Minotaur III - A very high-accuracy four-stage suborbital rocket
    capable of launching payloads up to 6,500 lbs. The vehicle can be
    used for testing hypersonic vehicles and as a strategic target
    vehicle for U.S. missile defense systems or similar missions.

    Minotaur IV - A four-stage space launch vehicle, used to place
    U.S. Government-sponsored satellites, weighing up to 4,000 lbs.,
    into low-Earth orbit. The first Minotaur IV mission is currently
    under contract to launch the Space-Based Surveillance System
    (SBSS) satellite for the U.S. Air Force.

    Minotaur V - An enhanced-performance version of the Minotaur IV
    space launch vehicle that may be used to launch government
    satellites, weight up to 800 lbs., into geosynchronous orbit and
    other higher-energy orbits for missions related to national
    defense, space exploration and other activities beyond low-Earth
    orbit.

About the FORMOSAT-3/COSMIC Spacecraft

The six FORMOSAT/COSMIC spacecraft are based on Orbital's MicroStar small satellite platform, first introduced in 1995 and updated with new technology over the last several years. Weighing only 70 kg (150 lbs.) each, the satellites carry three scientific instruments: an advanced Global Positioning System (GPS) occultation receiver, an ionospheric photometer and a tri-band beacon. During their expected five-year operational lifetime, the satellites will form a global array to collect approximately 2,500 measurements every 24 hours of Earth's atmosphere's temperature and water vapor profiles from ground-level to the ionosphere. The satellites will convert GPS radio occultation measurements into a precise worldwide set of weather and climate-change data that will be available to scientists and forecasters within a few hours of the observations.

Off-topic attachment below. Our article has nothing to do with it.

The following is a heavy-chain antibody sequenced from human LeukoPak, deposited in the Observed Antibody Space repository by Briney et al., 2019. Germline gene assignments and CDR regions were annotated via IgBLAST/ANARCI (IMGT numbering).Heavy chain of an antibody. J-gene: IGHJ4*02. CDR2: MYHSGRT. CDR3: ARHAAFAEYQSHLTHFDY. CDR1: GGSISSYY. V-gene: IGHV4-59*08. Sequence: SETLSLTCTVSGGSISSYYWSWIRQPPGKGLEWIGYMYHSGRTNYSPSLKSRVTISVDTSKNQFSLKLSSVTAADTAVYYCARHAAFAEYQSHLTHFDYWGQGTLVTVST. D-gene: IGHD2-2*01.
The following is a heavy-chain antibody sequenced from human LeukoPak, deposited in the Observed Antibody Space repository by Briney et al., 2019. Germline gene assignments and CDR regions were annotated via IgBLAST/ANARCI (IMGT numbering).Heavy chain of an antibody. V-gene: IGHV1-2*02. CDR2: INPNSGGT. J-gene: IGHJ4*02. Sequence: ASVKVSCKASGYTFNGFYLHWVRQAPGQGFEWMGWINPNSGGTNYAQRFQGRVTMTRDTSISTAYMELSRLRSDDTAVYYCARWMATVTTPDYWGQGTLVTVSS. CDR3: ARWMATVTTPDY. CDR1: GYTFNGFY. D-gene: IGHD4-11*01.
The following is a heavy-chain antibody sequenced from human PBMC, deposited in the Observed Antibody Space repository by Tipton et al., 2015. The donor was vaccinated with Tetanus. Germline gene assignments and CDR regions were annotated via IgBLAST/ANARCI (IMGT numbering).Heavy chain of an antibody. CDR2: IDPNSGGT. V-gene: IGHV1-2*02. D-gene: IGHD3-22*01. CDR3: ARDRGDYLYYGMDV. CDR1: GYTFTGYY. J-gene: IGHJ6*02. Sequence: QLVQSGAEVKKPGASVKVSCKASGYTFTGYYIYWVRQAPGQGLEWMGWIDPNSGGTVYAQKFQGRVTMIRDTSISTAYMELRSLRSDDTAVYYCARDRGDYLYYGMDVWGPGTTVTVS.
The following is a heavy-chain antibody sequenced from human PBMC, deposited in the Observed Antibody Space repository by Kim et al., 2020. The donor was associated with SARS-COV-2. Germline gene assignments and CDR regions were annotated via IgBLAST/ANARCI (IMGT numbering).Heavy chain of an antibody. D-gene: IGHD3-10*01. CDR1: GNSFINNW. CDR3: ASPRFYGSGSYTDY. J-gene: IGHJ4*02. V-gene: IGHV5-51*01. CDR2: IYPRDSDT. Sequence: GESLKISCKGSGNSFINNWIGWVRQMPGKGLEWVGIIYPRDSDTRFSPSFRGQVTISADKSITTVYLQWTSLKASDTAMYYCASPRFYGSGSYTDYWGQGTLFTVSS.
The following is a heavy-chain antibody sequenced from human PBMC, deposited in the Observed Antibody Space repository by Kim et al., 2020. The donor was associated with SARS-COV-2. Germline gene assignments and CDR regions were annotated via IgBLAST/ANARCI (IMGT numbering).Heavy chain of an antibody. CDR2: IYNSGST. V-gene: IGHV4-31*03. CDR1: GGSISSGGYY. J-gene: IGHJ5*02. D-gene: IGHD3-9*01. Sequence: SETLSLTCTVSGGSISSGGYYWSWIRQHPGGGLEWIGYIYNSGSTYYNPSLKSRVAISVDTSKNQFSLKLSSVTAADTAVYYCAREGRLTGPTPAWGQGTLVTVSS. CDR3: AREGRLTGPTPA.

About Orbital

Orbital develops and manufactures small space systems for commercial, civil government and military customers. The company's primary products are satellites and launch vehicles, including low-orbit, geostationary-orbit and planetary spacecraft for communications, remote sensing and scientific missions; ground- and air-launched rockets that deliver satellites into orbit; and missile defense boosters that are used as interceptor and target vehicles. Orbital also offers space-related technical services to government agencies and develops and builds satellite-based transportation management systems for public transit agencies and private vehicle fleet operators.

More information about Orbital and the Minotaur launch vehicle product line can be found at http://www.orbital.com

Note to Editors:

A high-resolution photo of the Minotaur rocket that carried out the FORMOSAT-3/COSMIC mission is available at: http://www.orbital.com/NewsInfo/Images/SpaceLaunch/index.html


    CONTACT: Orbital Sciences Corporation
             Public and Investor Relations
             Barron Beneski, 703-406-5528
             Beneski.barron@orbital.com

    SOURCE: Orbital Sciences Corporation